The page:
Ivan Blatný

Poet, son of the writer Lev Blatný (1894-1930). Born in Brno, he spent the first part of his life here – before escaping into exile in 1948. He lived in a house...

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František Halas

Poet, translator and publicist, Brno born, spent his childhood and youth here. He learned the bookseller’s trade from A. Píša and for a brief period (1919–1921)...

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Oldřich Mikulášek

Poet and publicist. Lived in Brno from 1937 until his death, latterly at Mášova street. He is linked to several cultural institutions (the Brno studios of Czechoslovak...

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Jaroslav Seifert

Poet, publicist, memoirist. The first – and so far the only Czech to receive the Nobel prize for Literature. In addition to the lasting popularity he won through...

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Jan Skácel

Poet, writer, editor and translator. Spent most of his life in Brno and is closely linked to a number of Brno cultural institutions (the magazine Host do domu...

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Vít Slíva

Poet and schoolteacher. His connection to Brno dates back to his university days. Apart from one interlude, he has been living to this day at Poděbradova street....

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Brno

Places (in alphabetical order)

Rudolf Těsnohlídek

1882  –  1928

Prose writer, poet, dramatist and publicist. Originally from Čáslav, his close links to Brno began in 1907, when after his unfinished studies at the Prague Philosophical Faculty he moved to Mokrá Hora, later to Bílovice nad Svitavou and in 1924 to Brno itself. From 1908 until his voluntary death he worked for the Lidové noviny newspaper, gaining renown as a trial reporter and columnist. He made much use of contemporary Brno situations in his feuilletonistic serial novels (Poseidon /1913-15/, Kolonia Kutejsík /The Kutejsík colony/,  1915-16, Poťóchlencovi příběhové /The tales of the captious/, 1917), including his parody of a utopian novel Vrba zelená (The green willow, 1925, situated in Brno in the year 2924. The Bílovice region became the location of his most famous prose Liška Bystrouška (1921, The Cunning Little Vixen of Leoš Janáček’s opera. Těsnohlídek’s sombre and intimate lyricism was preoccupied by the themes of love and death, while largely devoid of specific locations. Yet in the opening verses of his poem "Na rozloučenou" ("Farewell") he touches on an event through which he left his indelible mark on Brno history: two days before Christmas Eve in 1919, while walking with two friends in the woods between Bílovice and Líšeň, he found and saved the life of a newborn baby (he later referenced the trial with the child’s wayward mother in his piece "Pod vánočním stromem" ("Under the Christmas Tree"; Lidové noviny 9. XI. 1920). Having been through this shocking experience, he initiated – inspired by Copenhagen – the tradition of putting up a ‘Christmas Tree of the Republic’ on Liberty Square in Brno (the first on 13 December 1924), with a charitable collection toward building an orphanage (the Dagmar Children’s Home in Brno-Žabovřesky opened in 1929 and continues to serve its purpose to this day).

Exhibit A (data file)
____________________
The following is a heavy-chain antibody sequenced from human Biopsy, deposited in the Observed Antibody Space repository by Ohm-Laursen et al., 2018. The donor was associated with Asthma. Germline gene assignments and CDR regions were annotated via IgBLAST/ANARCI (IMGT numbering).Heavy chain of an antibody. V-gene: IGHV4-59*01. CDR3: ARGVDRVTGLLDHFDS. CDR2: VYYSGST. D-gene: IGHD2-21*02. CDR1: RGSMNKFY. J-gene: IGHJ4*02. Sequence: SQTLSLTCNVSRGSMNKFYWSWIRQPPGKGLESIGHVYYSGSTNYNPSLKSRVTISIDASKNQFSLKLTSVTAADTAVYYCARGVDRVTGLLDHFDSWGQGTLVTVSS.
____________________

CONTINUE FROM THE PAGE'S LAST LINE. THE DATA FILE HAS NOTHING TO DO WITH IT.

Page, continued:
The author and the places of his/her poems

Náměstí Svobody (Liberty Square)


The poem and the place



Farewell

A kinsman to the Christmas tree am I,
which on the square I made from cobbles rise.
Like him, this land’s own son, I loved the day
with my hurt heart and whispered pleading sighs,
like him had grown to serve for others’ sake,
till by the grave atoned in light I’ll stand there glowing
a guiltless child once more, till tears come thawing,
from others’ eyes, which I to dry had ached.

I am so lightning-swiped, by fate down-weighed,
that the axe blow will light my sour demise;
I grew for pain though ne’er to hurting swayed.
In holy peace may the trunk moulder, prized!
I can no longer serve. Dead beat and drained
by clouds oppressive, making my roots rent.
Time to go back to ground. My journey spent,
prayers done, taught me by the years sustained.

I thank my love for living at my side,
while I was leaning, in my core slow ailing,
to her a hundred thanks, her gift supplied
in meagre casket placed; forgive the failing
tree fallen by her wayside, forgive me all,
whom I swathed with my shade, chill’s shawl a-weaving.
My time is here, and bids I must be leaving.
Brother of winter sings the last song’s call.

My guise returned will light your feast days, mild,
for a kind reminiscence meekly asking.
God will come to the world and be your child.


                                                                         translated by Václav Pinkava



Těsnohlídek, Rudolf: Rozbitý stůl (The broken table), ed. Miloslav Novotný, Praha: Fr. Borový 1935, pp. 31-32.



Contacts



Jiří Trávníček  -   travnicek@ucl.cas.cz
Michal Fránek  -   franek@ucl.cas.cz

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